We are living in a time when society is becoming more socially responsible and active. Creative and corporate fields are leading the way in conversations around sustainability, the environment, and efforts in social consciousness.
There are many artists who choose environmental consciousness or nature as their main subject matter in their artistic journeys. Let's explore how their sentiments get creatively embodied in their art!
One thing that comes to mind when thinking about art and sustainability is the usage of recycled materials: with immense amounts of waste generated by consumers, some artists choose to utilise these waste materials in their works to make a social statement and bring light to the issue of wastage.
Previously in a Singapore-based festival, Olivia D'aboville exhibited her Coral Garden series, an installation of coral-like structures made of re-used cocktail stirrers to raise awareness about reformation of damaged reefs.
She has also made equally spectacular works from plastic bottles, imparting a message about disposable items.
In the continent of Africa, Kenyans participate in efforts to upcycle washed up flip-flops found along the beaches and waterways in Kenya. Ocean Sole is a non-profit social enterprise, whose mission is to clean polluted beaches and provide income to their Artisans!
Shifting focus to our own artist catalogue, Arran Gregory creates sublime, geometrically abstract sculptures of animals, working with recycled PetG.
Sustaining appreciation: Photography
Not all sustainable art forms have to work with hands-on materials. By capturing the beauty of nature, artists can instil in their viewers a greater appreciation, thus consciousness towards the earth.
Photographer Loredana De Sole shares breath-taking sights in her journey to document nature. Loredana has become increasingly interested in nature due to the ecological crises of recent years and the evolution of her own inner need to denounce the damage done.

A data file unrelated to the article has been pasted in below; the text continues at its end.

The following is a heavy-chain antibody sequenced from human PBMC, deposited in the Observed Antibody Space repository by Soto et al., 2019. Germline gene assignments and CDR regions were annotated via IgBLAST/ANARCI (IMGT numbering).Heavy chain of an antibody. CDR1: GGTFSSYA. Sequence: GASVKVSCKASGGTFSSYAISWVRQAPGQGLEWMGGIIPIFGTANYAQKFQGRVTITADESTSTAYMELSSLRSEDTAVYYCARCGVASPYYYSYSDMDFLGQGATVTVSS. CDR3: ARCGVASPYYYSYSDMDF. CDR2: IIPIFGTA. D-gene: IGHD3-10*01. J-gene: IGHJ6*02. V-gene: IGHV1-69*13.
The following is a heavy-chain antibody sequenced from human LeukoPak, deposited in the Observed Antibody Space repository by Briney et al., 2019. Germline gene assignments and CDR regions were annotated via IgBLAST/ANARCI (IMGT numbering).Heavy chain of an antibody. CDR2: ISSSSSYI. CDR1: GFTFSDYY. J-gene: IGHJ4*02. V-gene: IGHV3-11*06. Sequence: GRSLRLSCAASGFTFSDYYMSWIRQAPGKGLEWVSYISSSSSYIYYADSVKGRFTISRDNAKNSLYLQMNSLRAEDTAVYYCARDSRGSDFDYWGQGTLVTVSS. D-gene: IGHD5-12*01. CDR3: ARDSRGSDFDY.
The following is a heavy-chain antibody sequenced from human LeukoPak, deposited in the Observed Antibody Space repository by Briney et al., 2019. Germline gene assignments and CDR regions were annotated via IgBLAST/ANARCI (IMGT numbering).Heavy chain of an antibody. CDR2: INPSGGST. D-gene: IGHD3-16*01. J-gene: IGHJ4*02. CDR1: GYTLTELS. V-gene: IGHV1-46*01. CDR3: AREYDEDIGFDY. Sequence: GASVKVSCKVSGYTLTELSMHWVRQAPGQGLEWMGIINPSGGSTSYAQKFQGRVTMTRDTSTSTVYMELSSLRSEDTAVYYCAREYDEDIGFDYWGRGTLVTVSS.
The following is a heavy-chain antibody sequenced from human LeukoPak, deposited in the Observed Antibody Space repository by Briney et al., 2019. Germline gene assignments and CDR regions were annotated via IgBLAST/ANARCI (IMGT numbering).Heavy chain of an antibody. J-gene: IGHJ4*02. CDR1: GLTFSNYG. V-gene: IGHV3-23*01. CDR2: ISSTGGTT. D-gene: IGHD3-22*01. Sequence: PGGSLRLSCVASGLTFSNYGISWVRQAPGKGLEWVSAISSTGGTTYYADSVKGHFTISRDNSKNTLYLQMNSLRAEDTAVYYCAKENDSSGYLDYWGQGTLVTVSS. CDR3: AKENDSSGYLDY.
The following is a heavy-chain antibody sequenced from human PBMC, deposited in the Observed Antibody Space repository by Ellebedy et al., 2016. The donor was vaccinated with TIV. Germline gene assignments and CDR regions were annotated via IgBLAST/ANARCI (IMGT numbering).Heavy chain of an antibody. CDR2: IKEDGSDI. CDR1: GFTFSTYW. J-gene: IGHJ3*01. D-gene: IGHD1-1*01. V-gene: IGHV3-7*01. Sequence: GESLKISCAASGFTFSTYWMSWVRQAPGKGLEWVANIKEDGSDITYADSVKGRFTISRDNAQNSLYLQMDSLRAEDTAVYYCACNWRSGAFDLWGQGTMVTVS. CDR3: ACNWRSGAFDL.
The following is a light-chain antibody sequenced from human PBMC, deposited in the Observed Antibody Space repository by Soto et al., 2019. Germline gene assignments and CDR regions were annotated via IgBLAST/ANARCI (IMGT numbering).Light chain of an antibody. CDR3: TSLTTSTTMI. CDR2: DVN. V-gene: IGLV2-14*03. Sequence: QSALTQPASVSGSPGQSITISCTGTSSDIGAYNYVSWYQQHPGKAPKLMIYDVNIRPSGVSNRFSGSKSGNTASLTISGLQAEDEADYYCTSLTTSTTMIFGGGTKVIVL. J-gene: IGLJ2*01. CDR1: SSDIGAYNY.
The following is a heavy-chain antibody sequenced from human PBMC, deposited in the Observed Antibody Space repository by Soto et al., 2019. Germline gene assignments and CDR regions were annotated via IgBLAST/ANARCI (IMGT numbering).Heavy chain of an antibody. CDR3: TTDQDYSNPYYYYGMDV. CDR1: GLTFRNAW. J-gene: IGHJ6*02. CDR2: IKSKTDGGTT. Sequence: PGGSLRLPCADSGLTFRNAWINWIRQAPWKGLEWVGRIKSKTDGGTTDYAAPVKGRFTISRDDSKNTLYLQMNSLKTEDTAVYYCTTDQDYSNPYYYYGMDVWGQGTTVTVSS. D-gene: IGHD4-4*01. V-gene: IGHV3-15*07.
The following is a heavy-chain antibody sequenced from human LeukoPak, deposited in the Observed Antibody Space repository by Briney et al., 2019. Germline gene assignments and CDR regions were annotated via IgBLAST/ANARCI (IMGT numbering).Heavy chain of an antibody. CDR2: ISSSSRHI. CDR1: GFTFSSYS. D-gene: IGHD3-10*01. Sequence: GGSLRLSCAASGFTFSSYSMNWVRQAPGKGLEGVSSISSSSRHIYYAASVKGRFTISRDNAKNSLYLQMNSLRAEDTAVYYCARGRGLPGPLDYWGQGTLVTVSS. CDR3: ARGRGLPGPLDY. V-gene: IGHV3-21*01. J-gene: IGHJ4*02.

Juxtaposed side by side: a mellow autumn and the freezing cold. Her appreciation blossoms for both ends of the spectrum.
Tommy Kwak immortalises the beauty of a green-blue aurora in the deep night sky, while a foggy mirage captured by Shimon and Tammar Rothstein reminds the viewer of how intrinsically serene and mystical nature can be.
Sustaining appreciation: Painting
Marco Araldi's work depicts the Tower Bridge of London, intricately decorated with an azure blue-skied background and colourful floral foreground with critters flying joyfully. This peaceful coexistence between nature and urban hints at an appreciation and hope for the earth.
Introducing what is known as ephemeral art - art that only lasts for a short amount of time and cannot be embodied in any lasting object to be shown in a museum or gallery. It can take the form of a sculpture, performance art or a temporary design.
Many environmental artists use ephemeral art to portray their artistic sentiments. Literally down-to-earth and sustainable, they connect with nature as their medium.
(Work and photo by Zach Pine)
Known for his site-specific sculptures and land art, Andy Goldsworthy is a prominent environmental artist.
His works hint at a graceful equilibrium in nature.
In fact, rock balancing, also referred to as stone balancing or gravity art, is not exclusive to him, but a popular art form amongst many ephemeral artists, who carefully and patiently hone their skills in this art form.
Manu Topic, in a National Geographic short, showcases his splendid rock balancing practice.
Richard Shilling is yet another influential environmental artist who has dabbled in rock balancing and a variety naturistic mediums, including sand. In 2021, he created sand paintings of giant footprints and a dolphin as part of an anti-litter campaign.
To conclude, there are many forms - timeless and ephemeral - that artists use to share their love for this earth. Thank you for journeying through this post with us. Last but not least, let us enjoy Yeo Siak Goon's symbolic depiction of our very own 'garden city', Singapore, through meshed wires and overgrown shrubbery. Can you see the hidden creature?